On 25 August, Cliff Richard and The Shadows were deposed from the top of the charts by… The Shadows (with a cameo from Cliff). This unusual turn of events came about because The Shadows had a recording contract separate to their one as a backing band for the UK’s most popular artist at the time. Their instrumental, Apache, is of course one of the most memorable and evocative pre-Beatles UK singles, and catapulted them to super-stardom, making Hank Marvin, Bruce Welch, Jet Harris and Tony Meeham the first backing band to step out of the shadows (sorry) and become as popular as their frontman.
As previously stated in my blogs for Living Doll and Travellin’ Light, The Shadows were originally known as The Drifters, and none of the original line-up remained by 1960. When Cliff recorded his first hit, the influential Move It, the band consisted of founder Ken Pavey, Terry Smart, Norman Mitham and Ian Samwell. Samwell had written Move It, but only he and Smart were allowed to play on the recording, and that had taken some persuasion.
By the time of the recording of Living Doll, the famous line-up was in place. Hank Marvin, the guitar wizard and most well-known band member, had been hired partly due to his Buddy Holly-style spectacles. Originally, Tony Sheridan, who later recorded My Bonnie with the Beatles, had been in the frame. Jet Harris had christened the group The Shadows just before their second number 1 with Cliff, Travellin’ Light. The four-piece had released a few of their own singles, but none made it to the charts, until they struck gold with Apache.
Singer-songwriter Jerry Lordan’s tune I’ve Waited So Long had been a hit for Anthony Newley in 1959, and his biggest solo hit, Who Could Be Bluer?, was produced by George Martin, and performing well when Lordan was supporting The Shadows early in 1960. He had been watching the 1954 western Apache, starring Burt Lancaster, and was inspired to write an instrumental on his ukelele. He presented the tune to The Shadows on the tour bus. The influential guitarist Burt Weedon had recorded a version, yet to be released, but Lordan wasn’t a fan, and figured The Shadows could make a better job of it. He wasn’t wrong.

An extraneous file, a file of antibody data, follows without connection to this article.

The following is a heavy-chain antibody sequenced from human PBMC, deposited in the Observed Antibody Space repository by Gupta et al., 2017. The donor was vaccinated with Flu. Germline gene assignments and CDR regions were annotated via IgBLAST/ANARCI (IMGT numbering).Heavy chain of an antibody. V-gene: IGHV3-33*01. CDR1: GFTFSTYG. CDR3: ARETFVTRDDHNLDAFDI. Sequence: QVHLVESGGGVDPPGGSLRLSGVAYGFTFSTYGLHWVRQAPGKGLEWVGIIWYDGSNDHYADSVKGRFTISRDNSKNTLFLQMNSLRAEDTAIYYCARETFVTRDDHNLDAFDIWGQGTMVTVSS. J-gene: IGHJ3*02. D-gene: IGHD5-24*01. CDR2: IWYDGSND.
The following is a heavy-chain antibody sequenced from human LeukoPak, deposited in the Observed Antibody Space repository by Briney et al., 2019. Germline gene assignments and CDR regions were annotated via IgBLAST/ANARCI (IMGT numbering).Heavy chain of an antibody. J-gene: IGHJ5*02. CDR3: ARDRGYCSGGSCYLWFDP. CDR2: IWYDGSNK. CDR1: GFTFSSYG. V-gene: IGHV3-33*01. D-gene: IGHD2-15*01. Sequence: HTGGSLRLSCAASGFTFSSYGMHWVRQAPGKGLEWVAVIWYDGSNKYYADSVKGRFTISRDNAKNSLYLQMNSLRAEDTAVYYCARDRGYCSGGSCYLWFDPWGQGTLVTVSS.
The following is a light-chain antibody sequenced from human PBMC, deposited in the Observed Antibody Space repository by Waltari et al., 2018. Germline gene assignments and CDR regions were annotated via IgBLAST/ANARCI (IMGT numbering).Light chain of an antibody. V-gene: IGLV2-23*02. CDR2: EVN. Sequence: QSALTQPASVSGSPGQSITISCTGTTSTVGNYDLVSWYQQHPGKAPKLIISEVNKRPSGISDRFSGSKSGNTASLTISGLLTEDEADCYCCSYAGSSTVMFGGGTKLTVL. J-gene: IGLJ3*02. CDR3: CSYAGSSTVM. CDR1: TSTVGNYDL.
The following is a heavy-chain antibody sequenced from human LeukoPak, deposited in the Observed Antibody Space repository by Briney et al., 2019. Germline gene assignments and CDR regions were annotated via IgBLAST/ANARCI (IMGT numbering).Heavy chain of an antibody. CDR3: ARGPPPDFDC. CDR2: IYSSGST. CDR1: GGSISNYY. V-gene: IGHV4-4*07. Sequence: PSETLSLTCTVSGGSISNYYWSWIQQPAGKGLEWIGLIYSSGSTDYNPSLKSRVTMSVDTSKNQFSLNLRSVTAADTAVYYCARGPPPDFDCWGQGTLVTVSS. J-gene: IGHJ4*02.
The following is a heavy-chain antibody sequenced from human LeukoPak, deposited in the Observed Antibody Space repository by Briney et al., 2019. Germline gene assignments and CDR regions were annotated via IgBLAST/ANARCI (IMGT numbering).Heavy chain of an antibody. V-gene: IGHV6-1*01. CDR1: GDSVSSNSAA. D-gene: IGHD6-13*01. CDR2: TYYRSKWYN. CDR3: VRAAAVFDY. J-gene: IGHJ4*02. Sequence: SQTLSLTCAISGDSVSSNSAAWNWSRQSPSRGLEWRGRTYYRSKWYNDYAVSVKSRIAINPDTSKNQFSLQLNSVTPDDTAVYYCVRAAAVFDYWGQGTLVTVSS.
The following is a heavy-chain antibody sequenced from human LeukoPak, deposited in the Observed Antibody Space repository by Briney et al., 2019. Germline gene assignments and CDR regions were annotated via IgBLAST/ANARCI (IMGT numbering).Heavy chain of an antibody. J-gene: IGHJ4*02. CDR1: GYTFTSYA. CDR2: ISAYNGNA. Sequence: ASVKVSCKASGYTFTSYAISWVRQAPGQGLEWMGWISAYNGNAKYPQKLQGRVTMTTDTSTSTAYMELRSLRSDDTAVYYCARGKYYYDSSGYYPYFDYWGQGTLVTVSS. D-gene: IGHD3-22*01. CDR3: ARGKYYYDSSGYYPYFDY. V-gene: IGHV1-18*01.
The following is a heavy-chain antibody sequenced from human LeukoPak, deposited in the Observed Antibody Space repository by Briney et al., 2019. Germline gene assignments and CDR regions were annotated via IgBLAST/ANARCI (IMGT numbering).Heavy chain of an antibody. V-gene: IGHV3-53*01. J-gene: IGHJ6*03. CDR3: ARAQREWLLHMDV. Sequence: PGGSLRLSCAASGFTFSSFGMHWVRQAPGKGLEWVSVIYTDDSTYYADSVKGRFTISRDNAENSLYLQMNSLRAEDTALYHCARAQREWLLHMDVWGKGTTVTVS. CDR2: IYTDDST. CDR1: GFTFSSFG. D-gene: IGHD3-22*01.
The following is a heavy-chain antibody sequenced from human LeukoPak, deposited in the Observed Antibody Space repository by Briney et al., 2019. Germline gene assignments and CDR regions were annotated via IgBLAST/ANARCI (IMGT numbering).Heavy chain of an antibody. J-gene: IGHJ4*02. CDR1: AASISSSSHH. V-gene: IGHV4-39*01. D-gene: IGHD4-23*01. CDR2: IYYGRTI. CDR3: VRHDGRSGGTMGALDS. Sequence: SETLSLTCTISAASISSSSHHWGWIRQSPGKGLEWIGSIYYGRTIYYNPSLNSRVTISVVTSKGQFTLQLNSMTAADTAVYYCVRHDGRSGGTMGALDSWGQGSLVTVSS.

Apache begins with foreboding beats, achieved by none other than Cliff himself, banging away on a Chinese drum. This was the first time Cliff had sounded dangerous since Move It. And it certainly makes for a more effective sound than the impressions of Indians that feature on Johnny Preston’s Running Bear. That famous, hazy surf guitar sound that then enters and really makes Apache came about when cockney singer Joe Brown gave away his echo chamber to Hank Marvin, who played around with it and the tremolo arm of his Fender Stratocaster.
You can laugh at how nice and polite the Shadows used to look now, with their funny little choreographed walk and beaming faces, but Apache is a hell of a performance, sounding dangerous, modern, and very cool, as well as achieving what Lordan wanted from the track – namely something that brought to mind the drama, courage and savagery of the Indians in Burt Lancaster’s film. Although the spotlight falls on Marvin, this is a group performance, and the other three really shine too.
Bizarrely, Norrie Paramor, who usually had a great ear for a hit and had produced plenty of chart-toppers, wasn’t that keen at first, and neither were their record label. Paramor preferred The Quatermasster’s Stores, but admitted at 40 he was perhaps growing out-of-touch, and let his teenage daughter decide. She picked ‘the Indian one’, and Apache slowly creeped to number 1 for five weeks, inspiring countless guitarists. Cliff was gracious and found the idea of being usurped by his own band amusing, and no bad blood resulted.
Of course, Apache went further than influencing rock’n’roll. Michael Viner’s Incredible Bongo Band, a project started by MGM executive Viner, released the album Bongo Rock in 1973. The second track was a fantastic cover of Apache, featuring a now legendary drum break by Jim Gordon, formerly of Derek and the Dimons.
That breakbeat became as ubiquitous to hip-hop as James Brown’s Funky Drummer, appearing in early DJ sets by pioneers such as Afrika Bambaataa and Grandmaster Flash. You’ll recognise it from the Sugarhill Gang’s fun version of Apache, from Grandmaster Flash’s The Adventures of Grandmaster Flash on the Wheels of Steel (both 1981), and West Street Mob’s Break Dance (Electric Boogie) (1983), and they’re just the obvious ones. Why is Gordon not recognised for this contribution to modern music? Perhaps because in 1983, he murdered his mother during a psychotic episode. In fact, yes, I’m certain that’s why.
Written by: Jerry Lordan
Producer: Norrie Paramor
Weeks at number 1: 5 (25 August-28 September)
Actor Hugh Grant – 9 September
Actor Colin Firth – 10 September
Actor Danny John-Jules – 16 September
Race car driver Damon Hill – 17 September
Actress Amy Veness – 22 September
Suffragette Sylvia Pankhurst – 27 September
25 August to 11 September: Great Britain and Northern Ireland competed in the Olympics, held in Rome. It wasn’t a great performance, with only two gold medals, six silver and 12 bronze brought home.
15 September: Traffic wardens began menacing the streets, beginning in London.